June 19, 1978 12:00 PM

She was the sheltered tomboyish daughter of an Italian millionaire, he a lowlife Frenchman with a greedy scheme. They met as jailed and jailer after three masked men seized the girl in front of her family’s Roman villa and forced her into a waiting van.

It was meant to be an ordinary kidnapping for ransom—now a grisly part of Italian life. But before it was over a curious bond of affection had formed between the captive, Giovanna Amati, 18, and one of her captors, Daniel Nieto, 31. Their fascination for each other would shake and shame her prominent family, and eventually land Nieto in jail.

It was hardly a conventional love story, and romance, perhaps, played little part. For 74 days Giovanna was held prisoner—most of the time in a coffin-like wooden box—while her father negotiated her ransom. Finally Giovanni Amati, 72, a former butcher who now owns a chain of movie theaters, bargained the kidnappers down to $925,000—about half their original price. Hoping to prevent the family from paying, police had the Amatis’ assets frozen. But the father diverted the Star Wars receipts from his theaters, while his wife, Anna, 42, a volatile ex-actress, sold some of her jewelry and borrowed her servants’ life savings.

The kidnappers, meanwhile, were waging a brutal war of nerves with their victim. “In the beginning she spat in their faces,” says Giovanna’s older sister Vittoria. “They hit her with wet towels, and they kicked her when negotiations didn’t go the way they wanted.” One day they would threaten to cut off an ear, another day a finger. Throughout her ordeal, the only person who showed Giovanna any kindness was Nieto. “Often he confided in me and told me of his life,” she told her sisters after her release. “Sometimes when I cried he came near me and caressed my head softly.” Mama Amati put it more brutally. “She left home a virgin and came home raped,” she announced to all who would listen. “A mother can tell.”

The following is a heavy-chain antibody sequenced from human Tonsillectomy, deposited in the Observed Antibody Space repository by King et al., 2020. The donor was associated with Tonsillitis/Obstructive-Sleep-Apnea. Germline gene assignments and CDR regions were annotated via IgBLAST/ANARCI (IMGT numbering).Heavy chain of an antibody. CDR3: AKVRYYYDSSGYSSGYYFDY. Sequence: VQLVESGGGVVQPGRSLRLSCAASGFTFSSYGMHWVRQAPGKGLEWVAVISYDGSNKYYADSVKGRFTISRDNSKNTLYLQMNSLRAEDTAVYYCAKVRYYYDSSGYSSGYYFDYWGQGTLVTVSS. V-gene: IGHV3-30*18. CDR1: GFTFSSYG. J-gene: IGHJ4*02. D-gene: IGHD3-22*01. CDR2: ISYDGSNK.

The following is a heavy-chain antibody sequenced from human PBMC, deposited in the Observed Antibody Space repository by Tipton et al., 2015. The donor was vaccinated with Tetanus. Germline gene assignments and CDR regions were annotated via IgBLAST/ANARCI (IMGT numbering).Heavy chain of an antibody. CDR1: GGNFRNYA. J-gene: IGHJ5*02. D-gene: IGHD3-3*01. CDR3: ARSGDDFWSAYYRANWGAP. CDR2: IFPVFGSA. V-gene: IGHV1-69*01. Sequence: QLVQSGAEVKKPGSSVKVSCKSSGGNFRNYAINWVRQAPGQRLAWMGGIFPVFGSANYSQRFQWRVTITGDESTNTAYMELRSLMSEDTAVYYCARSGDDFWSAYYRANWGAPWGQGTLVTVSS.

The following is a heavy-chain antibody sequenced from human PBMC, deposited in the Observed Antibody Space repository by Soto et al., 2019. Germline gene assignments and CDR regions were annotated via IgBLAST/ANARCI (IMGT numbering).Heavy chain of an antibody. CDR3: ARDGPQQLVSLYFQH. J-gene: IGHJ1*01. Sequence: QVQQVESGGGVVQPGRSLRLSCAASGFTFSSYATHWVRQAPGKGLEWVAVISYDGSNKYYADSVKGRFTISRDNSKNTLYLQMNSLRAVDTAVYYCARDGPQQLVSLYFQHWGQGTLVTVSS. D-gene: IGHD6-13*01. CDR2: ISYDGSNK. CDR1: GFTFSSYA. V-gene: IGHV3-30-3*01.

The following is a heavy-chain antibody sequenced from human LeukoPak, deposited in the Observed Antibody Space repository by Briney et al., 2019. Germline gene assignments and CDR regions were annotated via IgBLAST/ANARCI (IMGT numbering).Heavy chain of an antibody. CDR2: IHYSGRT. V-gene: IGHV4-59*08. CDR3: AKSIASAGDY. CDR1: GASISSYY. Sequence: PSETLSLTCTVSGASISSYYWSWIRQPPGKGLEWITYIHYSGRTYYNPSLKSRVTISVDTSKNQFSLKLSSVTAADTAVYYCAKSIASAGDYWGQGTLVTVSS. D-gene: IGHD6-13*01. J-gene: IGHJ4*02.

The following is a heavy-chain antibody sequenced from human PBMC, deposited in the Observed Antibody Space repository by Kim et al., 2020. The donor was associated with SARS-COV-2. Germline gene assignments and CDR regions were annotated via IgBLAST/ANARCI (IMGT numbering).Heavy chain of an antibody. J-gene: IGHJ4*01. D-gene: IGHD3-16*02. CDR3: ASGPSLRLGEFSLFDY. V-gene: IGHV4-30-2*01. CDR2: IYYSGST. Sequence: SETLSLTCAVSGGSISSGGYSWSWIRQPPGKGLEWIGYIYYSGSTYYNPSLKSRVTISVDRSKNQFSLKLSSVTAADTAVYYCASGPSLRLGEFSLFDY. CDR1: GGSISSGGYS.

The story, however, did not end when Giovanna was freed and seven of the suspected kidnappers were arrested. Nieto was not among them, and a month later he began sending her flowers and love notes signed “S.D.G.” (Giovanna’s pet name for him was “Scarpe da ginnastica,” Italian for the gym shoes he always wore.) When he began calling her at Vittoria’s apartment, police convinced Giovanna to cooperate in his capture or be jailed as an accessory. While police listened in, she arranged to meet him on the Via Veneto. As Giovanna roared to the scene on her red motorcycle, a contingent of carabinieri waited nearby. Cornering an armed Nieto, they fired warning shots at his feet, then carted him off to jail. Giovanna, seized with remorse, followed screaming and weeping and haunted the police station for hours in hopes of catching another glimpse of him. Two days later, however, apparently convinced that Nieto (who is married and the father of two children) was merely using her to soften his punishment, she picked him out of a lineup as one of her kidnappers.

But there was no rapprochement with her humiliated parents. Basking in the attention of paparazzi, her mother gave theatrical interviews in front of her home—until Giovanna tried to douse her with buckets of water from a window above. “When Giovanna first came home she was as happy as if she had been born a second time,” explains sister Vittoria. “She should have been left alone with one or two people close to her—to talk and get it all out of her system. Instead, my parents put her at the mercy of the photographers and reporters, and Giovanna couldn’t stand it. She needed to feel surrounded by love and affection, not a bunch of prying strangers.”

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